Wed, Nov 10, 2004 - Page 16 News List

Mr Nice Guy

With the humble image of a likeable and polite man, Tom Hanks has earned Hollywood's affection over the span of 20 years


Tom Hanks is shown as he acts out a scene from the new computer-animated film The Polar Express, using ground-breaking technology to capture the movements of the human actors which was then transformed by about 500 visual-effects specialists into the feature length film. The completed scene is shown above, right.


I found him dressed entirely in black Armani with the same color pants, shirt and shoes. The absence of a jacket or tie is an indication of the informal personality that it took for him to produce and star in his new movie The Polar Express.

It was hard for him to sit still while he talks. Trying to explain the new cinematic style called "Performance Capture." Surrounded by three-dimensional images about a fantastic trip to the world of Santa Claus, Hanks invited us to see an exclusive preview right inside a Warner Bros studio in Los Angeles and later, in the New York IMAX theater (for the 3D version), clarifying first -- this isn't an animated film, even though it looks like one.

Fabian Wantal: With its Christmas theme, do you remember how you celebrated Christmas as a kid?

Tom Hanks: Hey, I celebrated whatever was at the window at Woolworth's. Christmas was almost a very personal and yet commercial enterprise. We always did it up nice. It was pretty much all about figuring out first of all what you want and then you let the parents know and hopefully you got what you wanted. It was always a blast. And it still is.

FW: Did you ever dress up as Santa?

TH: I had a job once where I was Santa Claus for about three weeks. I sat in a little cookie gingerbread house and had on a stinky wig ... It was at a shopping center that was kind of going out of business and they were hoping that Santa Claus and his little gingerbread house would attract customers, and it didn't really attract customers. We only had about seven visitors a day.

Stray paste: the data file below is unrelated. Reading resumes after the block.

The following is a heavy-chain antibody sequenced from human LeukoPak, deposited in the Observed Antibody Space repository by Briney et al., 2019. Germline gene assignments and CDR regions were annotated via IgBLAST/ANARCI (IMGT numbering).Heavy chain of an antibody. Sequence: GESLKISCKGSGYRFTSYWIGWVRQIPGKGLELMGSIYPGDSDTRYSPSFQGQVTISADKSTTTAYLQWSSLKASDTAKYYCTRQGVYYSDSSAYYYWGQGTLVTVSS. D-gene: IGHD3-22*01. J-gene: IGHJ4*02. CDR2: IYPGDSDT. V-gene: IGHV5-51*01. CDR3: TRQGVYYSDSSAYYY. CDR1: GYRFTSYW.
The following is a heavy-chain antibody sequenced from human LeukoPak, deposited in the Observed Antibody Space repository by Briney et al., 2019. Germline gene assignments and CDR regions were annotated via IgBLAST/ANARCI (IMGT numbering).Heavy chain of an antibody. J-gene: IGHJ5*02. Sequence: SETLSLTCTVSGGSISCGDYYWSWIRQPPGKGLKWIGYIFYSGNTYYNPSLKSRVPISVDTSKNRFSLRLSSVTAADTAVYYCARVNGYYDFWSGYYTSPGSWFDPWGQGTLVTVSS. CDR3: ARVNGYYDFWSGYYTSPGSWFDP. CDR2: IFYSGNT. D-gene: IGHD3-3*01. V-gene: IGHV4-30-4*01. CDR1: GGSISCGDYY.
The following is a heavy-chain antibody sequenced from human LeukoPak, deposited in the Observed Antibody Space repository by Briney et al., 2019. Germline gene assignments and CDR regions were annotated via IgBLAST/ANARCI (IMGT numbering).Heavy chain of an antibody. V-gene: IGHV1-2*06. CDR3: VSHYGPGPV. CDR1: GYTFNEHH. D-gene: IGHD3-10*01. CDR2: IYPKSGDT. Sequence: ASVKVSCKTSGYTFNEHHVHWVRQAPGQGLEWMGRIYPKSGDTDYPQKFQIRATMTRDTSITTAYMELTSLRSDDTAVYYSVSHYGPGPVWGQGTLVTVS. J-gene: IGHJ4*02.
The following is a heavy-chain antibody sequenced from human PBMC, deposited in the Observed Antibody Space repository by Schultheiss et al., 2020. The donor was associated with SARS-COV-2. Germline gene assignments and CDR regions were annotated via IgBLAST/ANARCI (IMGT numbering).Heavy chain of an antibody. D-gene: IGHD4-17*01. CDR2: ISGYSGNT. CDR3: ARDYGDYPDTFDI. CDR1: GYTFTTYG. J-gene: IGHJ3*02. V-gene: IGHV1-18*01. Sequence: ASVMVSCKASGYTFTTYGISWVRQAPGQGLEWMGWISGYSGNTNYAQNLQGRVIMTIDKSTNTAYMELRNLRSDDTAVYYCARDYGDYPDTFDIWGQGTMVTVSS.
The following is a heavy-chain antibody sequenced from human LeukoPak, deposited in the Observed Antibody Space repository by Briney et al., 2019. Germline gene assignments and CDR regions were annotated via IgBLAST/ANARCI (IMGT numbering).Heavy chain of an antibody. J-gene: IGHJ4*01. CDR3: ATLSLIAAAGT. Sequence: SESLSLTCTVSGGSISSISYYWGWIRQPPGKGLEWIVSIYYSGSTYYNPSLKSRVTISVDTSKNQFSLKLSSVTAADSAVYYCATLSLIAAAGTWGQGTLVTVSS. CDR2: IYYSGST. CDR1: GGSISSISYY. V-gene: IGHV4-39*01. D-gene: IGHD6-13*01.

FW: And for your kids? Did you ever dress up as Santa Claus for them?

TH: No. That's somebody else's job.

FW: As a father, how do you keep your own kids believing in Santa Claus?

TH: I ask them what they believe. I don't try to influence them, let them find out for themselves.

FW: In your personal life, when did you lose your


TH: I'm still the most innocent, oblivious human being on the planet. I keep waiting to lose my innocence. And it has yet to happen.

FW: I am referring to when you figured out if there really was a Santa Claus.

TH: I put it together pretty quick that Santa Claus does exist because you know, I go to bed on Christmas Eve and there are presents around the tree the next morning and the cookies that we left the night before were gone. I always figured it out right away that there is a much bigger belief than that some fat guy is coming down the chimney. As a matter of fact, if I had seen a fat guy coming down the chimney, I would have hit him over the head with a pole.

(FW: Being a specialist in these kinds of family movies, it is surprising that Tom Hanks was not brought up in a stable family environment. His parents, in fact, were among the first couples to get legally divorced in the US. And he followed that same example. With his wife Samantha Lewes, he got married two months after his son, Colin, was born. And after nine years of marriage he got divorced in 1987, to marry the next year, actress Rita Wilson, who he met filming the movie, Volunteers.

Since that time, he is an example of a solid marriage, in a family that now has two sons, Chester Marlon (14) and Truman Theodore (eight).)

FW: Did you film the movies Toy Story and now The Polar Express for your sons, Truman and Chester?

TH: I did this in particular because the book is one of the best I had read in a long time. And I wanted to take it to the big screen, keeping all the same emotional impact of the original. It isn't just a child's story, adults enjoy it, too. Of course, my family sees me in these kinds of movies but I don't do it for them. Quite frankly, my kids have already seen so much of my work, I've got to drag them off to see a new movie.

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